Why the need for magnitude? The same impulse is visible in the photos Mugler took, his designs thrown into startling relief against skyscrapers and deserts. Perhaps it is pure creative bravado, the endpoint of someone who said ‘What if…?’ and ended up corralling his model into posing on a freezing iceberg 20 miles off the coast of Greenland. It suggests a desire to dominate the horizon too. Look, these photos seem to say, there is no skyline too high, no monument too vast, no idea too wild that I couldn’t make it happen.
In his later years, Mugler decided to re-craft his body into a taut, muscled statue. ‘It’s important,’ he said, ‘for people to be a complete realization of themselves’. Like his clothes, this felt like a rejection of softness and indeterminacy, revealing once again a devotion to the body as an endlessly malleable, perfectible thing. Such an approach is not for everyone. When I spoke to a friend the other day about Mugler, she made a face and said how much she’d hated him in the eighties. She saw his designs – and consequently his vision of womanhood – as not just restrictive, but disturbing. Right now, when the fashion industry feels vaguely adrift, full of good ideas and innovations but lacking much of the uninhibited weirdness and vision (as well as time and money) that creates a Mugler or a McQueen, the idea of genuine love-it-or-hate-it provocation feels thrilling.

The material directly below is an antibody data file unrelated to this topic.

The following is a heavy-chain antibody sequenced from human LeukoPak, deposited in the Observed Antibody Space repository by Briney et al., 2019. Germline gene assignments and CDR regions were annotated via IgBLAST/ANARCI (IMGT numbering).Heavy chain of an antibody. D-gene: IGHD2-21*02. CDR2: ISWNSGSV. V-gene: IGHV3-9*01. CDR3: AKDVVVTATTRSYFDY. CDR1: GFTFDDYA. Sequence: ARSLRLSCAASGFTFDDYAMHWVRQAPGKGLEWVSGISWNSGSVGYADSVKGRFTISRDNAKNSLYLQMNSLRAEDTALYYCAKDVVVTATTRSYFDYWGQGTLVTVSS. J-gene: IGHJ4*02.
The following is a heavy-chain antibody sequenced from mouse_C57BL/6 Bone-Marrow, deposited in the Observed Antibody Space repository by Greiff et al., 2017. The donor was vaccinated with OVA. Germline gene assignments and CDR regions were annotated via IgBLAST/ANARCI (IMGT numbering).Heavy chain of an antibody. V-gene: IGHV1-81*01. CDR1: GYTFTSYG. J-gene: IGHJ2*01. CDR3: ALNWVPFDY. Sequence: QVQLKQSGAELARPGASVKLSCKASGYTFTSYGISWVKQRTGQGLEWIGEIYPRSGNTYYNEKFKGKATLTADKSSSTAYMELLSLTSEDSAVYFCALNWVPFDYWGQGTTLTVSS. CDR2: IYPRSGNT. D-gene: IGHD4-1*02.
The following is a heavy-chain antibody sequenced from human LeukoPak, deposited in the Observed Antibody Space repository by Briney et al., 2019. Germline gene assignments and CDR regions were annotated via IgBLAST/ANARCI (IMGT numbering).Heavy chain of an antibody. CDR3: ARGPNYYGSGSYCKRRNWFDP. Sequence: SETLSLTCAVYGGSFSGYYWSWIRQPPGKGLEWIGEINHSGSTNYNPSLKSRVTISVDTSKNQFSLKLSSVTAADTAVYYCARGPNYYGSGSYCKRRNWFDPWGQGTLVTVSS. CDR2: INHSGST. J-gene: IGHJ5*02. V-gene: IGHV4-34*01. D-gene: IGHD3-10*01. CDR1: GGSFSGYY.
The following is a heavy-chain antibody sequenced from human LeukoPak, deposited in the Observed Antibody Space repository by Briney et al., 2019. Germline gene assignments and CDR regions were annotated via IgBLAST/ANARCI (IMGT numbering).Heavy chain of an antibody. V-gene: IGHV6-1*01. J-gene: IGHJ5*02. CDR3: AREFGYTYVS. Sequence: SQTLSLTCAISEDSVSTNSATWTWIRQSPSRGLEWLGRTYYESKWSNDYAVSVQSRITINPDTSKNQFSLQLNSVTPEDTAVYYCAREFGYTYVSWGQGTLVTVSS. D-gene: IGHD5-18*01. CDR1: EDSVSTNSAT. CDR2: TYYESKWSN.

The previous generation of fashion greats are currently departing too quickly. André Leon Talley, whose death was announced last week, was another example of someone who was a complete realisation of themselves: Louis Vuitton luggage, Karl Lagerfeld capes, and all. In their departure, these figures remind us of what has been lost in their absence. There is no point being nostalgic about the past. If anything, the fashion industry is currently stuck there, endlessly reviving and recycling previous decades in a merry-go-round of frilled Seventies dresses and Nineties spaghetti straps. But there are still some useful lessons that we might take from the Muglers and Talleys of the world: a commitment to excellence, even in the extreme; the value of a singular and wide-reaching imagination; the willingness to be full-throated in one’s passions, even if that risks annoying or alienating people. A love of drama too. Fashion is always, to some degree, theatre. Sometimes you just want to sit back and enjoy the show.
‘She changed how we encounter sculpture’ – remembering Phyllida Barlow (1944–2023)